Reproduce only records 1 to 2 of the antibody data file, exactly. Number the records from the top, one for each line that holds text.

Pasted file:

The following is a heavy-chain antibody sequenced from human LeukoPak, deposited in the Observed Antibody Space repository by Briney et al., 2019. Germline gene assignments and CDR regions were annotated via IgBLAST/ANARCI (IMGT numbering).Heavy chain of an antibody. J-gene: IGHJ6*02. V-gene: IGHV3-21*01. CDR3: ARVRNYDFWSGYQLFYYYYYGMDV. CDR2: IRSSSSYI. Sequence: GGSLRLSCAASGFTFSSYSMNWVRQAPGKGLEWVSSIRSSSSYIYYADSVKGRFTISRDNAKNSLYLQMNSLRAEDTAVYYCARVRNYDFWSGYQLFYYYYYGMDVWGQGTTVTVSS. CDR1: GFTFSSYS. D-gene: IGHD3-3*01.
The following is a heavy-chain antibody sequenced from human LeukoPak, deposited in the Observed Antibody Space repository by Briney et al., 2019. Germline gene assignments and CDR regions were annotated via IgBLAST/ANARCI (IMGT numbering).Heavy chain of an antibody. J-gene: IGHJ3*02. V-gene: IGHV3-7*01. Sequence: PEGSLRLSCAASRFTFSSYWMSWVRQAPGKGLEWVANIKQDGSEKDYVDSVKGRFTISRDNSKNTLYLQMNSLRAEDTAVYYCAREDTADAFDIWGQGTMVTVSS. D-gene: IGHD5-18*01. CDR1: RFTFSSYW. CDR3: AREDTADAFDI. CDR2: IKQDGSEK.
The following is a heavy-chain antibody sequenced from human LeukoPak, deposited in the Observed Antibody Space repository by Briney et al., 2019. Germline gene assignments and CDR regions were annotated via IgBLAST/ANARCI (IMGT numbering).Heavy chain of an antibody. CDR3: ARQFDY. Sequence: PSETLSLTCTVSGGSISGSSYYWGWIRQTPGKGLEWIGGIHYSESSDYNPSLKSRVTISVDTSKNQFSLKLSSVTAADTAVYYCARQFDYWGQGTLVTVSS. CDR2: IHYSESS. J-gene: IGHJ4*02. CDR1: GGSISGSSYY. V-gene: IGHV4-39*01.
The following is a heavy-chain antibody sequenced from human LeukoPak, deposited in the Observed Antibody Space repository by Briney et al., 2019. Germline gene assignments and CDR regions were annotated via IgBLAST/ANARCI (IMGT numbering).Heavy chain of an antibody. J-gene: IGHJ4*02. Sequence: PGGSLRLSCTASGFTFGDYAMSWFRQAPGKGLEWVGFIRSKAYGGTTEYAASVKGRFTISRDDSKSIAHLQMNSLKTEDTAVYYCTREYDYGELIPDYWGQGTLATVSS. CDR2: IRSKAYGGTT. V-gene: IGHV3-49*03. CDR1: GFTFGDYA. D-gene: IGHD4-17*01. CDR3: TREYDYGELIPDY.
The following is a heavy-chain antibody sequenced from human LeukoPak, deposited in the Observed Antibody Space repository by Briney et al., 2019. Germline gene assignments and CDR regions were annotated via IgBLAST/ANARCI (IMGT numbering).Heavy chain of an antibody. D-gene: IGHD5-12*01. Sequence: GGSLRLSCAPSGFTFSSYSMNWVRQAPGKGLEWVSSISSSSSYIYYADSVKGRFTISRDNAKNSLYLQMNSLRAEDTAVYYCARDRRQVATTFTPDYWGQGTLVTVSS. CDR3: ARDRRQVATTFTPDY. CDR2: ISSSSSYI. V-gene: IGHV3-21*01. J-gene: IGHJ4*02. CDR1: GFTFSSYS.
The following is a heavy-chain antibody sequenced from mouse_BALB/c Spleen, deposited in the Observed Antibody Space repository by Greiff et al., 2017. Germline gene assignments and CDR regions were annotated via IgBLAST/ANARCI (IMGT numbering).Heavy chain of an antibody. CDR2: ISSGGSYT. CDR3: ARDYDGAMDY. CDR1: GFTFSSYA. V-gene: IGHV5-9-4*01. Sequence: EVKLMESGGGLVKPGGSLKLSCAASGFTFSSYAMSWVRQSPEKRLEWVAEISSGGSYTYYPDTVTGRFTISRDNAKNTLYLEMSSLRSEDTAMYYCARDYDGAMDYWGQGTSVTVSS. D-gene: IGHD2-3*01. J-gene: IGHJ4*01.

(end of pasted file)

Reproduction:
The following is a heavy-chain antibody sequenced from human LeukoPak, deposited in the Observed Antibody Space repository by Briney et al., 2019. Germline gene assignments and CDR regions were annotated via IgBLAST/ANARCI (IMGT numbering).Heavy chain of an antibody. J-gene: IGHJ6*02. V-gene: IGHV3-21*01. CDR3: ARVRNYDFWSGYQLFYYYYYGMDV. CDR2: IRSSSSYI. Sequence: GGSLRLSCAASGFTFSSYSMNWVRQAPGKGLEWVSSIRSSSSYIYYADSVKGRFTISRDNAKNSLYLQMNSLRAEDTAVYYCARVRNYDFWSGYQLFYYYYYGMDVWGQGTTVTVSS. CDR1: GFTFSSYS. D-gene: IGHD3-3*01.
The following is a heavy-chain antibody sequenced from human LeukoPak, deposited in the Observed Antibody Space repository by Briney et al., 2019. Germline gene assignments and CDR regions were annotated via IgBLAST/ANARCI (IMGT numbering).Heavy chain of an antibody. J-gene: IGHJ3*02. V-gene: IGHV3-7*01. Sequence: PEGSLRLSCAASRFTFSSYWMSWVRQAPGKGLEWVANIKQDGSEKDYVDSVKGRFTISRDNSKNTLYLQMNSLRAEDTAVYYCAREDTADAFDIWGQGTMVTVSS. D-gene: IGHD5-18*01. CDR1: RFTFSSYW. CDR3: AREDTADAFDI. CDR2: IKQDGSEK.